The first time we went to Tahanea atoll in 2009, nobody on board Clipper Odyssey knew it was worth looking for the Tuamotu Sandpiper. Had they done done so, Brent Stephenson, the ornithologist on board this Noble Caledonia expedition cruise, would not have let the opportunity pass us by. Tahanea is a drop-dead gorgeous, straight out of south sea island tourist brochure, atoll. The ship enters the lagoon through a gap between the motus — the islets that surround the lagoon. Zodiacs set off to explore the motus and for snorkelling. An excellent morning. We were not disappointed when, the next year, in 2010, we saw that on another Noble Caledonia expedition cruise from Easter Island, via Pitcairn, to Tahiiti, we were to visit Tahanea again. This time word had got out that there were Tuamotu Sandpipers on a rat-free motu and there was research in progress on this species. On the outward voyage from Tahiti to Easter Island, Clipper Odyssey was carrying a Zegrahm Expeditions cruise. They had visited Tahanea and seen the beast. This time Simon Boyes was ornithologist on board for Noble Caledonia and he had a rough map showing which motu was the one to visit. As soon as the ship was anchored in the lagoon, the expedition team set off to find the landing place. We followed in Zodiacs across the large lagoon (Tahanea is a large atoll, 48 km long and 15 km wide). Those interested in seeing the bird split up to explore an area of scrub bounded by the beach and by a depression in the coral part-filled by water. Simon thought he had seen the bird flittering upwards soon after he arrived as part of the scouting party. I scanned the side of the depression and saw  a small brown wader running across and going into the scrub. Just enough of a look to say it was the sandpiper but not enough to get the others on to it. We managed to signal to Simon and party coming from the other side and both these groups moved to meet in the middle. As we met, the third group flushed the bird from where I had seen it running and it flew into a tree where it clambered about like a passeriform rather than a wader. I tried to get some video footage but it was really out of range of my camera and my ability to hold the camera sufficiently still at full zoom. I did get some footage but it was too shaky to be of much use. Then Maggie, who had flushed the bird and who had the lens with the longest focal length, went forward as far as possible and took the shot you see below. As I was trying for more video, the bird clambered along the branches for a short time and then flew with its strange flittering flight into the scrub again. As we returned in the Zodiacs across the lagoon to the ship (the Zodiac drivers clocked more than 100 miles that day), we realised we had seen not only a very rare bird but also a very unusual one, and what turned out to be an even more unusual than we then thought.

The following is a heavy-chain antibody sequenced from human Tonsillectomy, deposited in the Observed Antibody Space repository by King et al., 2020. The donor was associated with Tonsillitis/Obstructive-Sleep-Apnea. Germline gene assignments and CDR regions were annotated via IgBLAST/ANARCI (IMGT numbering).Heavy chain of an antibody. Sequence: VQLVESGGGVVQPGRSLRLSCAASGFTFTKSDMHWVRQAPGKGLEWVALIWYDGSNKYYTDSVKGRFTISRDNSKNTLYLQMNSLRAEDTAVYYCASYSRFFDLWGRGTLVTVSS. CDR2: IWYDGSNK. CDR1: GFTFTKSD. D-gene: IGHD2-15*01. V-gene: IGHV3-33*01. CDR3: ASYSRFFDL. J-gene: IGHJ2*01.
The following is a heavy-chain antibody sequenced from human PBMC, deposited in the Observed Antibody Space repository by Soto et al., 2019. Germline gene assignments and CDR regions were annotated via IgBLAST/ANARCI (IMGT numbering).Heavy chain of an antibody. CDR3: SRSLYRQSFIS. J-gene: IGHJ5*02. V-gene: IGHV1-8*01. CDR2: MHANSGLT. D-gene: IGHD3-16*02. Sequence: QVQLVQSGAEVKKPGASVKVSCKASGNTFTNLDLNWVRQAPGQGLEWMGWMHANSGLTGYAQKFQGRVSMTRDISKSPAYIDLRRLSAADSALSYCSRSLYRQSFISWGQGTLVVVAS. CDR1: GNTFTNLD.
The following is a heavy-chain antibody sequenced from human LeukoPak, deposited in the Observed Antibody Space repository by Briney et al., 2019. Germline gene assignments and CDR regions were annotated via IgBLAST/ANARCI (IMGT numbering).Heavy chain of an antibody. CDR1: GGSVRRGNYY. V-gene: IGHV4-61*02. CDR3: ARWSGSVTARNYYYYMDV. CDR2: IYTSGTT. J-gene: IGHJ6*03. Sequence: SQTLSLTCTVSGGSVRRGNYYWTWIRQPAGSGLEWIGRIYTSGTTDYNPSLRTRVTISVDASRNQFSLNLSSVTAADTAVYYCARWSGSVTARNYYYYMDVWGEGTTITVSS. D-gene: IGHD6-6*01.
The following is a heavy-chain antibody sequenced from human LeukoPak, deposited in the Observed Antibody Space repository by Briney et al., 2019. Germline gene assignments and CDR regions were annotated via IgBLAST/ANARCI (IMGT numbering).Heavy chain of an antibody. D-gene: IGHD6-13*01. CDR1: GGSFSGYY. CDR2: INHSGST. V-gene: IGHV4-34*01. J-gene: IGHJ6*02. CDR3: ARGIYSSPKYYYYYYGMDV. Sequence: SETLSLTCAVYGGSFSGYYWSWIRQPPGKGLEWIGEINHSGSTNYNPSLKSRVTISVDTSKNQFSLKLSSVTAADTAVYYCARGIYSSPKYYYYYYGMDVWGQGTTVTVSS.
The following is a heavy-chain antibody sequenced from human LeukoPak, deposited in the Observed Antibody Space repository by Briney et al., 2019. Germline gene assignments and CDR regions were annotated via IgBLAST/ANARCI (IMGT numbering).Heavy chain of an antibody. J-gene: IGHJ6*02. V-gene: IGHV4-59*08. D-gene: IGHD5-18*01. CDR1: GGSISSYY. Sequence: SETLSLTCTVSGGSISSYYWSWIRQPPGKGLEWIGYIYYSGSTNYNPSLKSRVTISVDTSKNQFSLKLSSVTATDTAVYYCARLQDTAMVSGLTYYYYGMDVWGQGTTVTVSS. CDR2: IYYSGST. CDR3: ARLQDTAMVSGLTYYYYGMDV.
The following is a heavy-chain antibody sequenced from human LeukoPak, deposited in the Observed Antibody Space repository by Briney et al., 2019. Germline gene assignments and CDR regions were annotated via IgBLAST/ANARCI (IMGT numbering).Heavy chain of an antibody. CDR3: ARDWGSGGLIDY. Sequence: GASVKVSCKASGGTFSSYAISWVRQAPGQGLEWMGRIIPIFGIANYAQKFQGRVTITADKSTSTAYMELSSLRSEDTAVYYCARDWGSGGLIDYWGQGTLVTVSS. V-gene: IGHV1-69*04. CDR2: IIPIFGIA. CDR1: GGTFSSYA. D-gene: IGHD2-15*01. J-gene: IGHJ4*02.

Maggie's photograph of the Tuamotu Sandpiper